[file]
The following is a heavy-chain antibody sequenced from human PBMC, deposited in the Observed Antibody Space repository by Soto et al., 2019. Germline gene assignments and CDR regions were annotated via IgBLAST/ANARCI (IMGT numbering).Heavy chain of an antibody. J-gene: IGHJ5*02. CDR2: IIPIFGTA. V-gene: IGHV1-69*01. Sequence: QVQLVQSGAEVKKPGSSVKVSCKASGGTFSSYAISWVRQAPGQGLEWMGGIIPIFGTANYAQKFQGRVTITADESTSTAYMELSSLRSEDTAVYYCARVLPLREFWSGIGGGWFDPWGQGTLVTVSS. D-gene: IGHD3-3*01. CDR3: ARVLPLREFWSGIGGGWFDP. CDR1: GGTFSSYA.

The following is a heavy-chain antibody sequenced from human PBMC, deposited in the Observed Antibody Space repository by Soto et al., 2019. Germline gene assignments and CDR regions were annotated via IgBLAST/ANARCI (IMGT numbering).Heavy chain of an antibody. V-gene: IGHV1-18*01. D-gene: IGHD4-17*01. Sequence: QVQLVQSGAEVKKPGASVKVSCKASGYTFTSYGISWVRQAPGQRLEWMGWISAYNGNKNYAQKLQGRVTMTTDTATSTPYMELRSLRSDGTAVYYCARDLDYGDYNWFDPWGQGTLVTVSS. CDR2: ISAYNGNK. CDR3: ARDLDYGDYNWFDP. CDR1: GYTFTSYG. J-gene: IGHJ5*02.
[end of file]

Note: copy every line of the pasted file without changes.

The following is a heavy-chain antibody sequenced from human PBMC, deposited in the Observed Antibody Space repository by Soto et al., 2019. Germline gene assignments and CDR regions were annotated via IgBLAST/ANARCI (IMGT numbering).Heavy chain of an antibody. J-gene: IGHJ5*02. CDR2: IIPIFGTA. V-gene: IGHV1-69*01. Sequence: QVQLVQSGAEVKKPGSSVKVSCKASGGTFSSYAISWVRQAPGQGLEWMGGIIPIFGTANYAQKFQGRVTITADESTSTAYMELSSLRSEDTAVYYCARVLPLREFWSGIGGGWFDPWGQGTLVTVSS. D-gene: IGHD3-3*01. CDR3: ARVLPLREFWSGIGGGWFDP. CDR1: GGTFSSYA.

The following is a heavy-chain antibody sequenced from human PBMC, deposited in the Observed Antibody Space repository by Soto et al., 2019. Germline gene assignments and CDR regions were annotated via IgBLAST/ANARCI (IMGT numbering).Heavy chain of an antibody. V-gene: IGHV1-18*01. D-gene: IGHD4-17*01. Sequence: QVQLVQSGAEVKKPGASVKVSCKASGYTFTSYGISWVRQAPGQRLEWMGWISAYNGNKNYAQKLQGRVTMTTDTATSTPYMELRSLRSDGTAVYYCARDLDYGDYNWFDPWGQGTLVTVSS. CDR2: ISAYNGNK. CDR3: ARDLDYGDYNWFDP. CDR1: GYTFTSYG. J-gene: IGHJ5*02.